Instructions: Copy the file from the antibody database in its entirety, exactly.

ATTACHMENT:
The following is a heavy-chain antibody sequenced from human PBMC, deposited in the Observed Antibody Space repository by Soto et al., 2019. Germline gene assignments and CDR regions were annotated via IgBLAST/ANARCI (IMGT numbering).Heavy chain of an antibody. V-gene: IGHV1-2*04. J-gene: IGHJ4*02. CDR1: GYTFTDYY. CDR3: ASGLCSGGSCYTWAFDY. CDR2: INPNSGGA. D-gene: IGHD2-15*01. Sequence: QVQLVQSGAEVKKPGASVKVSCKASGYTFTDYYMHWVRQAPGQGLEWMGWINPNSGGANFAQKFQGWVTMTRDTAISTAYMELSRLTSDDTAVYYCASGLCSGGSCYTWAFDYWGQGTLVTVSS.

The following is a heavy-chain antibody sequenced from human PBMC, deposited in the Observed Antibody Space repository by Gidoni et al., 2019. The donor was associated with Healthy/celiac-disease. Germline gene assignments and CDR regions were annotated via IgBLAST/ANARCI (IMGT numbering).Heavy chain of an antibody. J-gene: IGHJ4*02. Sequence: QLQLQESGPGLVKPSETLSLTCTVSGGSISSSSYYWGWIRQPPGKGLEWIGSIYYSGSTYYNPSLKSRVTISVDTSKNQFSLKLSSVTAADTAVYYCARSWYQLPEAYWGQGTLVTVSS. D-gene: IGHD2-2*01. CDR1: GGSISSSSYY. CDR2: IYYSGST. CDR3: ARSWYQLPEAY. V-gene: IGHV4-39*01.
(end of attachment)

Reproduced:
The following is a heavy-chain antibody sequenced from human PBMC, deposited in the Observed Antibody Space repository by Soto et al., 2019. Germline gene assignments and CDR regions were annotated via IgBLAST/ANARCI (IMGT numbering).Heavy chain of an antibody. V-gene: IGHV1-2*04. J-gene: IGHJ4*02. CDR1: GYTFTDYY. CDR3: ASGLCSGGSCYTWAFDY. CDR2: INPNSGGA. D-gene: IGHD2-15*01. Sequence: QVQLVQSGAEVKKPGASVKVSCKASGYTFTDYYMHWVRQAPGQGLEWMGWINPNSGGANFAQKFQGWVTMTRDTAISTAYMELSRLTSDDTAVYYCASGLCSGGSCYTWAFDYWGQGTLVTVSS.

The following is a heavy-chain antibody sequenced from human PBMC, deposited in the Observed Antibody Space repository by Gidoni et al., 2019. The donor was associated with Healthy/celiac-disease. Germline gene assignments and CDR regions were annotated via IgBLAST/ANARCI (IMGT numbering).Heavy chain of an antibody. J-gene: IGHJ4*02. Sequence: QLQLQESGPGLVKPSETLSLTCTVSGGSISSSSYYWGWIRQPPGKGLEWIGSIYYSGSTYYNPSLKSRVTISVDTSKNQFSLKLSSVTAADTAVYYCARSWYQLPEAYWGQGTLVTVSS. D-gene: IGHD2-2*01. CDR1: GGSISSSSYY. CDR2: IYYSGST. CDR3: ARSWYQLPEAY. V-gene: IGHV4-39*01.